Like their monopolistic counterparts in the Regional Bell Operating Companies, local exchange carriers are concerned about encroaching services from wireless carriers and other telecom resellers, an industry study finds. But a lack of real competition is keeping the ILECs (Incumbent Local Exchange Carriers) from turning those concerns into consumer-focused action.
The study, released last week by Probe Research Inc., shows that both the ILECs and RBOCs have a strong incentive to maintain the status quo. And in a head-to-head battle, the ILECs may have the advantage.
Not only do the tier-two carriers, which operate more than 50,000 lines in the United States, enjoy brand recognition and almost nonexistent competition, but they also have strong, long-established relationships with state utility commissions. Such relationships are important to carriers when they appeal to regulators for rate increases or depreciation plans.
“[The state commissions] tend to be more supportive toward them than they are toward the [Competitive Local Exchange Carriers], who probably dont lobby as much as they should,” said Lynda Starr, an analyst at Probe, in Cedar Knolls, N.J. “The ILECs have been around so long—since before there was even a hint of competition.”
Some 1,000 ILECs in rural areas are able to charge higher average monthly service rates than their urban counterparts. The carriers attribute the higher rates to the higher cost of deploying and maintaining networks spanning wide geographic areas and highly dispersed customer bases. But much of the higher cost is offset by government subsidies. In most cases, there is no alternative carrier to lure customers away with a better deal.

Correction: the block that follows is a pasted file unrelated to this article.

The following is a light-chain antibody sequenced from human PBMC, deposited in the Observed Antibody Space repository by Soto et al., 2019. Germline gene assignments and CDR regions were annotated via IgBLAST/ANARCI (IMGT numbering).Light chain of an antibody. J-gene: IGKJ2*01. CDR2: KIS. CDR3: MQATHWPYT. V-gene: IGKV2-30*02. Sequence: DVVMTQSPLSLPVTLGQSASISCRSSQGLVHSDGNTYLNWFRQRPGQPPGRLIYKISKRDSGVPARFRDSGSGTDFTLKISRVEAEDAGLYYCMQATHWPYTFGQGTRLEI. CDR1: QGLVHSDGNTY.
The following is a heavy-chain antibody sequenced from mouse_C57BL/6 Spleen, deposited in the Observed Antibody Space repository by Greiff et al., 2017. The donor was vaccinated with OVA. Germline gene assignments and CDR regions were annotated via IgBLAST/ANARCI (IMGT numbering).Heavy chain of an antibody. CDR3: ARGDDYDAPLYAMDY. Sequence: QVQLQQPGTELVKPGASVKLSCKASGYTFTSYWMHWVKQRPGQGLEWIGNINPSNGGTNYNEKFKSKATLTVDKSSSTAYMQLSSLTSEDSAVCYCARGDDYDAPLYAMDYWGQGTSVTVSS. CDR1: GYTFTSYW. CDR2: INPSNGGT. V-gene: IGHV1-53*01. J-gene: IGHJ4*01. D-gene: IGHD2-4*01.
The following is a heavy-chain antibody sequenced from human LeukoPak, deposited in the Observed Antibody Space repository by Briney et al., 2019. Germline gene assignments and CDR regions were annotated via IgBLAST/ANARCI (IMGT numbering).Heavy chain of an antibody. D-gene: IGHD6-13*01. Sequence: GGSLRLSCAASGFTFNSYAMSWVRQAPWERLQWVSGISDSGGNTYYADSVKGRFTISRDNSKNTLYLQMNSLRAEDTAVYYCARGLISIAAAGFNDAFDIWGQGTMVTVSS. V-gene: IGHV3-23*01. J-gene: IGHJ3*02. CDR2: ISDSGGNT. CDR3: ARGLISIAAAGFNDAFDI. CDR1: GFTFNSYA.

In ILEC rhetoric, the sustained market share is about customer loyalty. But when customers have nowhere else to go, the voluntary nature of such loyalty is questionable, the Probe study found.
Tier-two local carriers, including Sprint Corp., Alltel Corp., Citizens Communications Co. and CenturyTel Inc., point to customers choosing to purchase long-distance service bundled with local service as a measurement of user satisfaction.
The smallest category of ILECs, tier-three carriers, with 50,000 lines or fewer, charge approximately $4 or $5 more on average for business lines than carriers in urban areas, according to Caressa Bennet, attorney for the National Rural Telecom Association Inc., in Washington. Although they do not face any more competition today than their tier-two counterparts, they are motivated to ensure user satisfaction, particularly to enterprise users, for fear that a rival carrier may seek the high-profit customers.
“There are a lot of calling centers, for example, in rural areas,” Bennet said. “[Rural ILECs] are going to work very hard to keep those customers happy.”